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Fendt shows prototype hydrogen tractor at German Hydrogen Summit

On 27 February, the Bavarian State Ministry for Economic Affairs, Regional Development and Energy hosted a hydrogen summit. Fendt presented prototype of a hydrogen tractor there for the first time.


I see hydrogen as a very important solution to problems in agriculture and forestry. Agriculture and forestry can supply a lot of energy, which can also be used to generate hydrogen. Agri-PV plants or wind power generate electricity on agricultural and forestry land and use it to produce hydrogen. Hydrogen from biogas plants or from forest residual wood is also conceivable.

The crowning glory, of course, is when farmers themselves use hydrogen for their tractors or agricultural machinery. I hope that Fendt will continue to develop this prototype, because we need these things.

—Hubert Aiwanger, Bavarian State Minister for Economic Affairs, Regional Development and Energy

Together with other partners, Fendt is participating in the H2Agrar agricultural model project in Lower Saxony to research a hydrogen infrastructure for agricultural use. In the model project, prototypes of a hydrogen-powered tractor will be used on farms on a regular basis for the first time.

To this end, Fendt will deliver its two first-generation prototypes to farms in Haren (Emsland) in Lower Saxony in April 2023. The aim of the project is to research and establish an infrastructure for hydrogen for agriculture in the Emsland model region. The project has already won the DLG Agrifuture Concept Award 2022.

One of the aims of the research project is to investigate the usability and performance potential of hydrogen for agricultural machinery. To this end, Fendt is developing hydrogen-powered prototype tractors with fuel cells. These will be used under real conditions on two agricultural test farms in the Haren region over the entire project period.

Within the project, the hydrogen consumption of the tractors will be determined. At the same time, the technical requirements for a suitable hydrogen infrastructure for agriculture will be researched. These findings will form the basis for further research into reducing CO2 emissions from agricultural vehicles.



An excellent application for the technology, as you often need more oomph than batteries can readily provide in these large and powerful vehicles, and:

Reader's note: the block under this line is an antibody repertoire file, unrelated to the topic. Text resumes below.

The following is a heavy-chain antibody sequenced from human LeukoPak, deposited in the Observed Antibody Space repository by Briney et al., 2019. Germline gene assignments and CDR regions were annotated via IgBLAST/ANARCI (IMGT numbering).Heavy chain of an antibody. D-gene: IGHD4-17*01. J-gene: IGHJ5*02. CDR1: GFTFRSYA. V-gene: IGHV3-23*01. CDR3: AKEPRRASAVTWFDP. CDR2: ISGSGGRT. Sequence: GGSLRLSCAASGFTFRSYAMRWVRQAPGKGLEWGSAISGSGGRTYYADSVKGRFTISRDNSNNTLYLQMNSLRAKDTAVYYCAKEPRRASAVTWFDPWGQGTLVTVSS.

' Hydrogen from biogas plants or from forest residual wood is also conceivable. '

Not only conceivable, but perhaps the best way of providing on site power and decarbonising.

No need for remote sophisticated supply chains, when what you need is to hand throughout vast areas such as the American Midwest.


I should perhaps point out that getting the required very high purity hydrogen needed for current low temperature PEM fuel cells in a distributed agricultural environment is a hassle, so alternatives may be preferable, including for instance Cummin's hydrogen engines, methanol alternatives, as well as other kinds of fuel cells which aren't as fussy.


power is not a problem with batteries. Usually BEVs are more powerful than similar FC vehicles.
Range is a problem with tractors; or to be more precise: stored energy. These machines work long hours and can't be easily moved to a fuel station.

I am not sure about the direct use of hydrogen in this case; farms need to store a lot of fuel to serve all tractors and other machines. And hydrogen is notoriously dangerous to store.
Imho, methanol or even ammonia would be a better fuel for farms.



Quite right, I was being sloppy and lazy, and even unforgivably confounding power and energy.

The reason why for heavy equipment in mining, refuse collection, farming etc are looking at other ZEV alternatives other than batteries is due to the duty cycles, so that they would have too much downtime to recharge, as well as the hassles of the huge draw, which remains even when and if super fast charging batteries become an option, which at the moment for these cost conscious utility users the rate of degradation where very fast charging is employed is unacceptable.

I would also tend to agree with your assessment that methanol would be a very good option for farms etc.


Shades of the 1959 Allis Chalmers fuel cell tractor -- back to the future!

See: https://theweekendhistorian.com/2015/02/28/allis-chalmers-fuel-cell-tractor/